I did not attend my staff Christmas party last night. I think I should have gone, but I can’t change the fact that I stayed home.

I told myself that I was staying home to save a bit of money. We’ve had some unforeseen expenses this month, so it seemed like a good decision at the time.

I told myself that I am a socially awkward penguin and it would be better if I avoided my peers again. (I’ve been eating most of my lunches alone, quite content to not engage in conversations with anyone.)

I didn’t want to risk hearing about our current job action, and knowing that my husband is sometimes uncomfortable around my colleagues, I didn’t want to have to worry about that.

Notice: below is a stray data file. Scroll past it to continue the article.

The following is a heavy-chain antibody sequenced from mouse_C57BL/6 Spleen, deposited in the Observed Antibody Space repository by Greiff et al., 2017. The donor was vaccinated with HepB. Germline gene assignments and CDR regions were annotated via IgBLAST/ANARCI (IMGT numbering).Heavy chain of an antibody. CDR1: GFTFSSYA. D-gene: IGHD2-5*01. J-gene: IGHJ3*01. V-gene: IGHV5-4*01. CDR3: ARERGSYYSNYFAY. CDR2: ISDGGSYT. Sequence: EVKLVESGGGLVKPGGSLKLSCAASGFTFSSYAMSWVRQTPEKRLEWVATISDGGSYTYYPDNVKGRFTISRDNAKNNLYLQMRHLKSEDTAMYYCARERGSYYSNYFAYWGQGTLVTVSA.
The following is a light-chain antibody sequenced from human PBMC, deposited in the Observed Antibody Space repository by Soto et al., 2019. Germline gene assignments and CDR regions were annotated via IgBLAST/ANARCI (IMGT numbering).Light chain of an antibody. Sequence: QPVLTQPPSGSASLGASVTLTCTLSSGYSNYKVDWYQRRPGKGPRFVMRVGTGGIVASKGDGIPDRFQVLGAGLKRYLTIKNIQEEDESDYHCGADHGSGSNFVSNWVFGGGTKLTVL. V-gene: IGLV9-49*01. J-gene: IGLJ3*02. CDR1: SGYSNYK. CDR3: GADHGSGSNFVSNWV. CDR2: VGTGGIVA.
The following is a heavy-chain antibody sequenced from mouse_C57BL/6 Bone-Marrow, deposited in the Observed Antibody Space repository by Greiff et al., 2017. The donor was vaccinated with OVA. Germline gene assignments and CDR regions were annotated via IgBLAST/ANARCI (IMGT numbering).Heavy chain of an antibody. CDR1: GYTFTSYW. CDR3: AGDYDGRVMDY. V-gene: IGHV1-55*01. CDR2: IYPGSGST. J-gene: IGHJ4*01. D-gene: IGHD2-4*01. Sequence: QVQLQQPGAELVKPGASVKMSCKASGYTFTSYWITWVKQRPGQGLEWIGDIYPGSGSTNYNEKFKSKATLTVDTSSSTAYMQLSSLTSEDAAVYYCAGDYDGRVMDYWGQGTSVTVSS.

When he told me I could have gone alone, that just felt…weird.

I think what is bothering me the most — in my attempt to look at my feelings logically — is that the staff Christmas party is an annual gathering, a ritual that is part of the season, and by not participating in it, I have skewed some of the balance in my life. (Well — what balance there is.)

Some of my best memories of Christmas as a child have to do with going to see people. I love certain Christmas songs because I remember sitting in the back of my parents’ car, snuggled warmly in coats and blankets, travelling the highway either to relatives or on the way back home. That security of knowing I was loved, protected, and at peace with the world — it seems to come more rarely these days.

We won’t be seeing much of our family this year. Maybe that’s also what is bothering me.